Both Las Vegas Sands (NYSE:LVS) and Wynn Resorts (NASDAQ:WYNN) have seen their revenue hit hard from weakness in the gaming market in recent years, and in particular, the declines the key Macau gaming market has suffered have hurt both stocks. After having fallen precipitously, though, both Wynn and Las Vegas Sands have rebounded sharply in 2016, and some believe the worst for Macau could finally be behind it. With that in mind, some investors want to know which of the two stocks looks more promising today.
Let's look more closely at Las Vegas Sands and Wynn Resorts by drawing comparisons and contrasts on key metrics, with the goal of figuring out which stock looks like a better buy.
Valuation and stock performance
Both Las Vegas Sands and Wynn Resorts have bounced off their worst levels of the year, but Wynn has done a better job of sustaining its gains. However, neither has managed to claw back all of its losses over the past year. Las Vegas Sands is down 17% compared to where it was in July 2015, compared to just a 12% drop for Wynn Resorts.
From a valuation perspective, however, Wynn's relative performance has left it looking more expensive than its rival. On a trailing basis, Wynn stock trades at an earnings multiple of 29, which is far higher than the 19 times trailing earnings Las Vegas Sands sports currently. When you pull in earnings expectations in the near future, though, the gap narrows. Wynn's forward earnings multiple falls to 18, but that's still just a bit higher than the 16.5 times forward earnings of Sands' stock price. As a result, Las Vegas Sands appears to give somewhat better value than Wynn Resorts, especially if you question the magnitude of Wynn's expected earnings increases.
From a dividend perspective, Las Vegas Sands also has a clear lead, at least based on regular dividend payments. Wynn's dividend yield right now is just 2.2%, compared to 6.3% for Sands.
One thing to bear in mind is that Wynn has traditionally preferred special dividends over regular quarterly payouts, making massive dividend payments in the past that have greatly supplemented its effective yield. Yet Wynn cut its dividend by two-thirds in 2015, arguing that it didn't make sense to return money to shareholders when the company needed it for development purposes. That argument hasn't stopped Las Vegas Sands from continuing to make dividend increases, but increasingly, investors believe high debt levels, expansion needs, and falling free cash flow will eventually force Sands to follow suit and cut its quarterly payout to shareholders.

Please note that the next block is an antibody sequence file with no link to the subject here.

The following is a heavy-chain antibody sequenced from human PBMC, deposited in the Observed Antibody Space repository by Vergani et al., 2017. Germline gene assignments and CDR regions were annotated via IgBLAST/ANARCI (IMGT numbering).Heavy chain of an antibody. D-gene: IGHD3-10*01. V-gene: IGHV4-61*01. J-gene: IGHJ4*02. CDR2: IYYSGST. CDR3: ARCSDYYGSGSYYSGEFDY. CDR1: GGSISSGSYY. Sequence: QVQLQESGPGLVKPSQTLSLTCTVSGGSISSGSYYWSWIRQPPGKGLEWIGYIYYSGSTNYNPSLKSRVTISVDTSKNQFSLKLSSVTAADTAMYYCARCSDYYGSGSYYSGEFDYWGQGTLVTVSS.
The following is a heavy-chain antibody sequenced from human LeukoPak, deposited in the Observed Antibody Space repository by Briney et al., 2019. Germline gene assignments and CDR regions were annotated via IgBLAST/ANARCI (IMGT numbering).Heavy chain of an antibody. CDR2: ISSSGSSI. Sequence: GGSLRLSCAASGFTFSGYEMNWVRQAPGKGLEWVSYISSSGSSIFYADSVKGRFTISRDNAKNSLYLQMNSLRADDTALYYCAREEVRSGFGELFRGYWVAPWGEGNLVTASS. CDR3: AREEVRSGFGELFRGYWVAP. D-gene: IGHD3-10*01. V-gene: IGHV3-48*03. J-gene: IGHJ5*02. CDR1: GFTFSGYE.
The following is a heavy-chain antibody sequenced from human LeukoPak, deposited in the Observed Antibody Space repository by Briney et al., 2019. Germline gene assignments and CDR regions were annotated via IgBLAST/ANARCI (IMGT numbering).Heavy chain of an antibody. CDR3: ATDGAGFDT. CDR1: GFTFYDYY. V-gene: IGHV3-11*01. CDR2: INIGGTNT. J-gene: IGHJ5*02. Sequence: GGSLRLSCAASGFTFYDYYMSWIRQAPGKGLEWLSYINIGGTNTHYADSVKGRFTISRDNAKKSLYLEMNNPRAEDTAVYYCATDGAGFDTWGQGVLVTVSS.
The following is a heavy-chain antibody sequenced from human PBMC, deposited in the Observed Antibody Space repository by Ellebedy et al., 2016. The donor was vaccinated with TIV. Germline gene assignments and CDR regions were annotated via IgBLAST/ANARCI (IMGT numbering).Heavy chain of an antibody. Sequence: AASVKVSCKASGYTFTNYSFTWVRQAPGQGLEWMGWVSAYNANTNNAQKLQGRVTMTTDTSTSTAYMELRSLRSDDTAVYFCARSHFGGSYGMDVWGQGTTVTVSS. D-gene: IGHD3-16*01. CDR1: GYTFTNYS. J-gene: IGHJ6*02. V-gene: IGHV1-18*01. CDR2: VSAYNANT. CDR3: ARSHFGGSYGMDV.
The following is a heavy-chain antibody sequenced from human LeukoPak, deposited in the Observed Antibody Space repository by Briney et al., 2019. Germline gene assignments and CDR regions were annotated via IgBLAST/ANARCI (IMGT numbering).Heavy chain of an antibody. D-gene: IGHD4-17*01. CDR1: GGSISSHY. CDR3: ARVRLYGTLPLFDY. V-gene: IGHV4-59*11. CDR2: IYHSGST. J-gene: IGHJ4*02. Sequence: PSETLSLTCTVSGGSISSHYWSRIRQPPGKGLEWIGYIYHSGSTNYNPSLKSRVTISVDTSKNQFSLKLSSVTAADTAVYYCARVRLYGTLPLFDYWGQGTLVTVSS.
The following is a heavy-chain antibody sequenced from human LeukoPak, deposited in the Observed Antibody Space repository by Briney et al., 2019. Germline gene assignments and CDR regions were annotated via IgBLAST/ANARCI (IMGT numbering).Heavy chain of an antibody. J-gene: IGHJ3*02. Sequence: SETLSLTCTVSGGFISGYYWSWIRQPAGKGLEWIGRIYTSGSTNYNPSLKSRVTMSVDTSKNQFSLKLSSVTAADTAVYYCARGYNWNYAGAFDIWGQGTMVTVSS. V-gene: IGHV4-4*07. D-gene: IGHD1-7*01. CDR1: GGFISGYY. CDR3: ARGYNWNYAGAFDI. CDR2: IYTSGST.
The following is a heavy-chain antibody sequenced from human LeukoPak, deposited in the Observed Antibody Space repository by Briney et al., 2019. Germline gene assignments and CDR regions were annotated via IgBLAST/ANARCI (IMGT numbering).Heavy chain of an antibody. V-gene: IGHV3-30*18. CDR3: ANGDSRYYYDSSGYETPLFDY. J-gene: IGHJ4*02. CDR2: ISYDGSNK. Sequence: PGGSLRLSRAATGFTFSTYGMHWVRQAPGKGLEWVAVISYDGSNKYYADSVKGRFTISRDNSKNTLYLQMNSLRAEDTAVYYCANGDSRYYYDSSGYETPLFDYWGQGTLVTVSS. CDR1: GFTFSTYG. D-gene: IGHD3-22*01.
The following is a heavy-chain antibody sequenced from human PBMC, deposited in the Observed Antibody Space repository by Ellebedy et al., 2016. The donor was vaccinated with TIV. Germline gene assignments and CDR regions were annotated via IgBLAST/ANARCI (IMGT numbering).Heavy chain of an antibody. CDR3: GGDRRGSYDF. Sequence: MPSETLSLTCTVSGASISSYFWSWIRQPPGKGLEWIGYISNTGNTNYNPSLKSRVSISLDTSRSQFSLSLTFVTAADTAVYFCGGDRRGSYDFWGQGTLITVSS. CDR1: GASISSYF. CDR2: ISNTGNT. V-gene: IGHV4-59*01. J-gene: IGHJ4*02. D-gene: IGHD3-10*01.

For now, Sands has a clear lead in dividend yield, which many investors will find appealing. Yet for those who believe a dividend cut from Sands could be in the offing, the certainty of knowing Wynn's dividend policy might be preferable to the fear of the unknown Las Vegas Sands investors will have to endure.
Growth prospects and risks
The problems Las Vegas Sands and Wynn Resorts have faced over the past couple of years have been a huge reversal from their joint success further in the past. Those problems have continued recently, but there are signs that conditions might have hit bottom. In its most recent quarterly report, Las Vegas Sands reported a 10% decline in revenue, and net income fell by three-eighths. Both figures were worse than investors had expected, although some natural volatility in gaming results went against Sands during the quarter. Encouragingly, though, Sands did better than its peers in areas like Macau's Cotai Strip, and that helped the company boost its overall market share in the key region. A rebound in the Las Vegas market also helped cushion the Macau blow for Las Vegas Sands, even though its influence on the company is now relatively modest. Sands hopes its approach to capturing mass-market visitors to Macau will pay off in the long run, even as competitors expand their presence in the key Asian gaming capital.
For Wynn Resorts, the numbers from Macau showed some of the progress the casino giant has made in halting the downward trajectory of its business. During the first quarter, revenue from Macau dropped 14%, with adjusted property EBITDA declining 10%. Bigger drops in table-game revenue from VIP players revealed Wynn's exposure to that segment, which has been threatened by potential regulation from the Chinese mainland. Las Vegas-related results were narrowly mixed, with a revenue increase of less than 1% and a 1.5% drop in pre-tax operating income. Wynn is hinging its future success on development, including the soon-to-open Wynn Palace in Macau and its Boston Harbor project in Massachusetts. If Macau keeps rebounding, then Wynn is in a good position to benefit.
Overall, the valuation and dividend advantages Las Vegas Sands has makes it look like the better buy, especially because of Wynn's big share-price jump in recent months. Both stocks are likely to follow the sentiment of the gaming industry, especially in Asia, and if Macau can keep climbing out of its depressed state, then both Wynn Resorts and Las Vegas Sands could make good bets.
Dan Caplinger owns shares of Wynn Resorts. The Motley Fool has no position in any of the stocks mentioned. Try any of our Foolish newsletter services free for 30 days. We Fools may not all hold the same opinions, but we all believe that considering a diverse range of insights makes us better investors. The Motley Fool has a disclosure policy.